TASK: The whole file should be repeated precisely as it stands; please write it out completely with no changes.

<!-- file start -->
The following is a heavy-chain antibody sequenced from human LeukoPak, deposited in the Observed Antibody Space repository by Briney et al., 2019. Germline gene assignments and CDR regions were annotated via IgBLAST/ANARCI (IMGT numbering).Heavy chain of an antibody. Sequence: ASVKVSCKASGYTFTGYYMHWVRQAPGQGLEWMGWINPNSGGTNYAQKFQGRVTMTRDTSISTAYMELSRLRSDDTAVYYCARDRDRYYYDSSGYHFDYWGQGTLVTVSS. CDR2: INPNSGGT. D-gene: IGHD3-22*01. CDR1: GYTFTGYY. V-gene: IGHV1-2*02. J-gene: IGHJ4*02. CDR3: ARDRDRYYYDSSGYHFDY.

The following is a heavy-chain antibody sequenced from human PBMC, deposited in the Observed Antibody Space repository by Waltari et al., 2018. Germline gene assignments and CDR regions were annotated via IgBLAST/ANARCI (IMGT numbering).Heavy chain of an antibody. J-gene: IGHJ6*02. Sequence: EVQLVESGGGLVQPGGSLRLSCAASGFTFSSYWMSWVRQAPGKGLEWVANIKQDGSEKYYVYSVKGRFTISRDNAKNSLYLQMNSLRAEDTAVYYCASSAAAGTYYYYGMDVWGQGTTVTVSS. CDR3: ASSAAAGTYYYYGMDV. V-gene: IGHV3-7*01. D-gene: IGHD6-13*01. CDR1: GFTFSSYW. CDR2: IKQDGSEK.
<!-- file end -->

The following is a heavy-chain antibody sequenced from human LeukoPak, deposited in the Observed Antibody Space repository by Briney et al., 2019. Germline gene assignments and CDR regions were annotated via IgBLAST/ANARCI (IMGT numbering).Heavy chain of an antibody. Sequence: ASVKVSCKASGYTFTGYYMHWVRQAPGQGLEWMGWINPNSGGTNYAQKFQGRVTMTRDTSISTAYMELSRLRSDDTAVYYCARDRDRYYYDSSGYHFDYWGQGTLVTVSS. CDR2: INPNSGGT. D-gene: IGHD3-22*01. CDR1: GYTFTGYY. V-gene: IGHV1-2*02. J-gene: IGHJ4*02. CDR3: ARDRDRYYYDSSGYHFDY.

The following is a heavy-chain antibody sequenced from human PBMC, deposited in the Observed Antibody Space repository by Waltari et al., 2018. Germline gene assignments and CDR regions were annotated via IgBLAST/ANARCI (IMGT numbering).Heavy chain of an antibody. J-gene: IGHJ6*02. Sequence: EVQLVESGGGLVQPGGSLRLSCAASGFTFSSYWMSWVRQAPGKGLEWVANIKQDGSEKYYVYSVKGRFTISRDNAKNSLYLQMNSLRAEDTAVYYCASSAAAGTYYYYGMDVWGQGTTVTVSS. CDR3: ASSAAAGTYYYYGMDV. V-gene: IGHV3-7*01. D-gene: IGHD6-13*01. CDR1: GFTFSSYW. CDR2: IKQDGSEK.